Water levels in Sonic games were the worst! Slowly slogging through them just seemed so antithetical to the spirit of the game.

      • Girard says:

        That tension always kind of grips me when I play a Sonic game (which isn’t very often). The character and the way he controls make me just want to hold the right arrow and jump when need be, blazing a blue streak across the game (almost something like Bit Trip Runner) – BUT the levels often work against that impulse, incorporating various platforming challenges that feel more at home in a Mario or MegaMan game, and that seem sort of flow-killing in the context of Sonic. I consequently feel like I can’t actually do what the game wants me to do (GO FAAAAAST!!!!), and feel kind of weirdly frustrated.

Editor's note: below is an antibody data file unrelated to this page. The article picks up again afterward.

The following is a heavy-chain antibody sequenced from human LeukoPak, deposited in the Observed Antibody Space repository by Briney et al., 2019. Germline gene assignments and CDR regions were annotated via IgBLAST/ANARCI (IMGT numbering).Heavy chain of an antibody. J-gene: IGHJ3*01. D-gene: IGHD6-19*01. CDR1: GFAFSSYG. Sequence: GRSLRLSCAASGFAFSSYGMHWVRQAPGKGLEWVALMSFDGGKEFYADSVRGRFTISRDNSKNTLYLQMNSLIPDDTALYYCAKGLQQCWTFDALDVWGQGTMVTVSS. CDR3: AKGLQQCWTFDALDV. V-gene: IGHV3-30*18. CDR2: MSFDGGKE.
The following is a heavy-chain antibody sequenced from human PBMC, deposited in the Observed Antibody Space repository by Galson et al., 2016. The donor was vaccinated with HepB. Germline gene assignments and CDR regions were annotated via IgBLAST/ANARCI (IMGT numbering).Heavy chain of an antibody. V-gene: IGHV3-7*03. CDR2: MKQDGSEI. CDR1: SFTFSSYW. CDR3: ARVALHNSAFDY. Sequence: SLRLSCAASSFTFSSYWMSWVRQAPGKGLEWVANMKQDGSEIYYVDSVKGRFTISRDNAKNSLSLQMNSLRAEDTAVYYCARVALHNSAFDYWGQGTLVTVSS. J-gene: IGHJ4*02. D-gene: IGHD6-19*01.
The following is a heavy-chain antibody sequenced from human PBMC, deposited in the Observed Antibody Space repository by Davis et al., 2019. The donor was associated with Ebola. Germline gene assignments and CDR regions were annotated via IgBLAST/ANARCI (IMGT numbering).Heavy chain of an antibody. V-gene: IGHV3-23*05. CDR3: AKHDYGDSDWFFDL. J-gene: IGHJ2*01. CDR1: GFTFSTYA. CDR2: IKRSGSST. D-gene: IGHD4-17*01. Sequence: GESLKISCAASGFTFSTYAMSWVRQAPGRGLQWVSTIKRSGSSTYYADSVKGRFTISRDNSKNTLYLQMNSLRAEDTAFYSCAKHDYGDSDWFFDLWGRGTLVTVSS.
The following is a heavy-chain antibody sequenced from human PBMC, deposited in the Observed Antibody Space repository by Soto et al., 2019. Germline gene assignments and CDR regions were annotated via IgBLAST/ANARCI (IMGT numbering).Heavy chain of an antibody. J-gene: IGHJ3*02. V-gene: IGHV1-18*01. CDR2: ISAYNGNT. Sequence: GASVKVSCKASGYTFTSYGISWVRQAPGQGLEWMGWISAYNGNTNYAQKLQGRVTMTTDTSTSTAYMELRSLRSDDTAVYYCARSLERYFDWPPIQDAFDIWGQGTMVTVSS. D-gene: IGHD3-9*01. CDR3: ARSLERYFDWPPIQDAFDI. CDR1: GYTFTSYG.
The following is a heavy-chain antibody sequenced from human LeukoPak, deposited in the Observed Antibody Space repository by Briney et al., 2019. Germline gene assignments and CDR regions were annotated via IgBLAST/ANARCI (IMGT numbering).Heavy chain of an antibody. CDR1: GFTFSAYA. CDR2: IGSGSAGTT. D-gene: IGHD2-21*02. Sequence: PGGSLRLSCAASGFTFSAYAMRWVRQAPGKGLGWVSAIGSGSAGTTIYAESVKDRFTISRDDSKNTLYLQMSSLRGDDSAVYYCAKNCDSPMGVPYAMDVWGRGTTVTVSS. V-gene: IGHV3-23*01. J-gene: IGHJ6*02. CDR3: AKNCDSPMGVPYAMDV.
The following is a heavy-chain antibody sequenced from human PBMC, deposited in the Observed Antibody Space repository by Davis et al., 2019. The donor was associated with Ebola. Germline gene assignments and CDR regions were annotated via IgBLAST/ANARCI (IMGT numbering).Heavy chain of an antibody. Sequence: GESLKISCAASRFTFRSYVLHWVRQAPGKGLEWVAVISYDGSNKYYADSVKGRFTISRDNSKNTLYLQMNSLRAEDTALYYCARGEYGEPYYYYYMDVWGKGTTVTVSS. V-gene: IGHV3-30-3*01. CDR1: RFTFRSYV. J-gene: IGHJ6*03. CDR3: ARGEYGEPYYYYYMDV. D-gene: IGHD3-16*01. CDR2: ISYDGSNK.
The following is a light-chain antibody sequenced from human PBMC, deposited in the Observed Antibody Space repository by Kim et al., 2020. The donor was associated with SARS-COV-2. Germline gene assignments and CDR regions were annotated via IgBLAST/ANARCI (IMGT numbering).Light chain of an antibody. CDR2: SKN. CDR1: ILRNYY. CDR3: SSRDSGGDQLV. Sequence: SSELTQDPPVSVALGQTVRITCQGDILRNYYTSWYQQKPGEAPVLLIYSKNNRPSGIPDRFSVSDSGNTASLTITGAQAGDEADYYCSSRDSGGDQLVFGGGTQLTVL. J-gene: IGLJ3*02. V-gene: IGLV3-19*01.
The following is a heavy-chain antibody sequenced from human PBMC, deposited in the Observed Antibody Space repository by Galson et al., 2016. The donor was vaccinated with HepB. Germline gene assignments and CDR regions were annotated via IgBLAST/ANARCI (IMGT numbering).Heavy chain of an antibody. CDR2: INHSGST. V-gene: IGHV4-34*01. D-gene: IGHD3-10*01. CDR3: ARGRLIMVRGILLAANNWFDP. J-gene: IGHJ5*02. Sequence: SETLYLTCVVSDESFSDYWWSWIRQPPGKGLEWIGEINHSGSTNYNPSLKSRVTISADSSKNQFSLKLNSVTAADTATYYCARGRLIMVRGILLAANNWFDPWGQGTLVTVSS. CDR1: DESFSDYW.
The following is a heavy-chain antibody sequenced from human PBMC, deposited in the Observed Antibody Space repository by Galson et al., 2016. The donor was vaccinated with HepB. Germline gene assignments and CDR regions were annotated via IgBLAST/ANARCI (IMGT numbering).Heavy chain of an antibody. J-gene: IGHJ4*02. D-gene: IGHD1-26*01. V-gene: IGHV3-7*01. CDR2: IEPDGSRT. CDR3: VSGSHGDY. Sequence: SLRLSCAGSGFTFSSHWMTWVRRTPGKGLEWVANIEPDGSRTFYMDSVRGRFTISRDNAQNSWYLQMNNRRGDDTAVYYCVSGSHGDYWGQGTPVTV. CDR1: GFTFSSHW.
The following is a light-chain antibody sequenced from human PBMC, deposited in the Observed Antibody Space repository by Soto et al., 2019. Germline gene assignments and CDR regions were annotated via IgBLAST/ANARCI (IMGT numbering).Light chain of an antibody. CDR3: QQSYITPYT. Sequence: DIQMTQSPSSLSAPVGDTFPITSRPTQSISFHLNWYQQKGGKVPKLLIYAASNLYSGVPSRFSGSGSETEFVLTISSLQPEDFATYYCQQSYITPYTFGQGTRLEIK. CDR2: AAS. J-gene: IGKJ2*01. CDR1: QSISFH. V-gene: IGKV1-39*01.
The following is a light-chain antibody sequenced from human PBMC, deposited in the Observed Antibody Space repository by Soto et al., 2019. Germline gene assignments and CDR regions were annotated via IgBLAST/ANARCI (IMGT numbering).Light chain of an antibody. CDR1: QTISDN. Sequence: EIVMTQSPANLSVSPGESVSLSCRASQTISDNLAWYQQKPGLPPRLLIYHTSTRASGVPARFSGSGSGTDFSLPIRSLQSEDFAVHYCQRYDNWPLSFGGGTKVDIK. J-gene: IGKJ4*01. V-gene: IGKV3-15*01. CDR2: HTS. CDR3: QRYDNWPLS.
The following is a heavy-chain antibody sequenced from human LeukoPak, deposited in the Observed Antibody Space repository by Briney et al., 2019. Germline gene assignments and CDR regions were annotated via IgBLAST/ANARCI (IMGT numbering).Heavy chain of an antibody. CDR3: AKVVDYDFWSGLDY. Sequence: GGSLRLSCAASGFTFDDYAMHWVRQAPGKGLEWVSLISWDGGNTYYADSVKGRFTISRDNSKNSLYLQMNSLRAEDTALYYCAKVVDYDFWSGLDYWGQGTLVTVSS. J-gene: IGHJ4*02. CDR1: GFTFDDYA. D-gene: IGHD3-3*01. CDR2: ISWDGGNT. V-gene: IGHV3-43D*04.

• signsofrain says:

      If you want a great sensation of speed, Sonic Generations updated Chemical Plant zone will scratch your itch.

    • caspiancomic says:

       I think a lot of the problems with the Sonic series stem from the totally unpleasable fanbase, who have no idea what they want. This idea that modern Sonic games aren’t fast enough stems from the backlash against the sluggish feeling Sonic 4, but Sonic Colours and Sonic Unleashed from around the same era balanced speed and precision platforming pretty well (well, Unleashed isn’t a great game, but you know what I mean.) When Sonic 4: Episode 2 was gearing up for a release, and Sonic Generations alongside it, people dropped the whole “Sonic isn’t fast enough anymore” narrative for a “Sonic has always been about platforming!” line of complaint instead.